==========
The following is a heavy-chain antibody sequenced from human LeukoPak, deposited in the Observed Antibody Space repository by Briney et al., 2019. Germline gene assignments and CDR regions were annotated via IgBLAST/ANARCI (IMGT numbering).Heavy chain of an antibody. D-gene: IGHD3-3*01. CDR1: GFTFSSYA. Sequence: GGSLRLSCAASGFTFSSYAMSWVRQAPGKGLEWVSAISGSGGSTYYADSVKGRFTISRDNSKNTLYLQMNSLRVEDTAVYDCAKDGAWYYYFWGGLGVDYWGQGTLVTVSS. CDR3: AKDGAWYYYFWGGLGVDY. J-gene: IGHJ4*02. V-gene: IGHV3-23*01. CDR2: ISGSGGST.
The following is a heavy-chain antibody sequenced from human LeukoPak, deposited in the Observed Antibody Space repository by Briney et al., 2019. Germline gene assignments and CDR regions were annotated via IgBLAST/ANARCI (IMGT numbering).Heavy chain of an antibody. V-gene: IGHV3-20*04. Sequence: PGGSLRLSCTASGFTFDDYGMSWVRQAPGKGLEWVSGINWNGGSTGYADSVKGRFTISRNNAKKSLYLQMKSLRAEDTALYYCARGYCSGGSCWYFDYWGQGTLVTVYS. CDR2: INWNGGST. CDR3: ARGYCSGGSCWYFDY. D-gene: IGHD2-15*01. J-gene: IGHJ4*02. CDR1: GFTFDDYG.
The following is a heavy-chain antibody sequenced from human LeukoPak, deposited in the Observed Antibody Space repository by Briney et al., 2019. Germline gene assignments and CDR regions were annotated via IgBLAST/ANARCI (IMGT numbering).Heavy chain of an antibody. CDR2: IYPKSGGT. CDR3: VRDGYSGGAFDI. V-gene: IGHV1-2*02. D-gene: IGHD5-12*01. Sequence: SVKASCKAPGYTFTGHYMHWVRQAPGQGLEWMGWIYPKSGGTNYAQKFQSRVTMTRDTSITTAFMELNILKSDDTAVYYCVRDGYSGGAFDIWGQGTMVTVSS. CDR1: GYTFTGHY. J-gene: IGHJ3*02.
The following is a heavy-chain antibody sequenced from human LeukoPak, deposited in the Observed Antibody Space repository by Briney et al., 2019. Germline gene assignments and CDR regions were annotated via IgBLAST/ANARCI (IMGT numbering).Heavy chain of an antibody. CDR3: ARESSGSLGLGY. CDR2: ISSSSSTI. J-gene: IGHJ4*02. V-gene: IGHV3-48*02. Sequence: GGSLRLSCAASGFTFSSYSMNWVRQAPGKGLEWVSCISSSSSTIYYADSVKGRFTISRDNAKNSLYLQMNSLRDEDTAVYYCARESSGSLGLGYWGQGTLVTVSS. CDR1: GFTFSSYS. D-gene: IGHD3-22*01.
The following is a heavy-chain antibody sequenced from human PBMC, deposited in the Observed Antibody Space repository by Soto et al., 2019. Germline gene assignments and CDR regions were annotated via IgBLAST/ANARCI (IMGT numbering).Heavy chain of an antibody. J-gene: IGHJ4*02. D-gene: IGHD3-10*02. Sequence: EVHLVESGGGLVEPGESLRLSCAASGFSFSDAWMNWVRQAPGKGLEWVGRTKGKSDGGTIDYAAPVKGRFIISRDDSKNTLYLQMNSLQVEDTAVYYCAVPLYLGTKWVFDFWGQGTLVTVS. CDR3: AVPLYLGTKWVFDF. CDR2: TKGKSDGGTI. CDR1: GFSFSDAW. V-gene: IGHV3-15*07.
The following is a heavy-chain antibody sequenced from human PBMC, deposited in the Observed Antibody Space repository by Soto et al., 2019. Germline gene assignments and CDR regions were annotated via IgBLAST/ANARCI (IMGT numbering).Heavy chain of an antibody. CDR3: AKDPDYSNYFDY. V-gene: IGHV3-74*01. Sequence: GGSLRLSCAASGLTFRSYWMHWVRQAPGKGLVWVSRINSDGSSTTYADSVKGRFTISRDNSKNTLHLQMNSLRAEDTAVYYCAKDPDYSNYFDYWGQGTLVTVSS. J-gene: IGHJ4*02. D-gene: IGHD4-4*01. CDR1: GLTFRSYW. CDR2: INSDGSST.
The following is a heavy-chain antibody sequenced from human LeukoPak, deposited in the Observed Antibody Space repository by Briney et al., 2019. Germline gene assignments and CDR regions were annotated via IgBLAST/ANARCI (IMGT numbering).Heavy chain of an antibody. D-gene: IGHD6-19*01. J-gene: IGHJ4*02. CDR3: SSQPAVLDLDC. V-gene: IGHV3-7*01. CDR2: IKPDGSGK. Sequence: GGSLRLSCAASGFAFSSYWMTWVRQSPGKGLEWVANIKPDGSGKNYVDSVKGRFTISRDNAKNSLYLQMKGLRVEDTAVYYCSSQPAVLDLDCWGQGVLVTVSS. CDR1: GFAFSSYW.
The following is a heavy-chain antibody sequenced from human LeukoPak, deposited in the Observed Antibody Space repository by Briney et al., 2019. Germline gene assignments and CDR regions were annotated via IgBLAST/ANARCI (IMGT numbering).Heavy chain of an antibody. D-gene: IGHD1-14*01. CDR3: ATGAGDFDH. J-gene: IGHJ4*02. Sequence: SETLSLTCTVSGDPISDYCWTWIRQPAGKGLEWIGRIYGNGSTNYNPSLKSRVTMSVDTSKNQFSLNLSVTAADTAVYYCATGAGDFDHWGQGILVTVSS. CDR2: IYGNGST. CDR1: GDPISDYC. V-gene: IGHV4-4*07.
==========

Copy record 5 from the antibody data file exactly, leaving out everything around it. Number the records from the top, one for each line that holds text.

The following is a heavy-chain antibody sequenced from human PBMC, deposited in the Observed Antibody Space repository by Soto et al., 2019. Germline gene assignments and CDR regions were annotated via IgBLAST/ANARCI (IMGT numbering).Heavy chain of an antibody. J-gene: IGHJ4*02. D-gene: IGHD3-10*02. Sequence: EVHLVESGGGLVEPGESLRLSCAASGFSFSDAWMNWVRQAPGKGLEWVGRTKGKSDGGTIDYAAPVKGRFIISRDDSKNTLYLQMNSLQVEDTAVYYCAVPLYLGTKWVFDFWGQGTLVTVS. CDR3: AVPLYLGTKWVFDF. CDR2: TKGKSDGGTI. CDR1: GFSFSDAW. V-gene: IGHV3-15*07.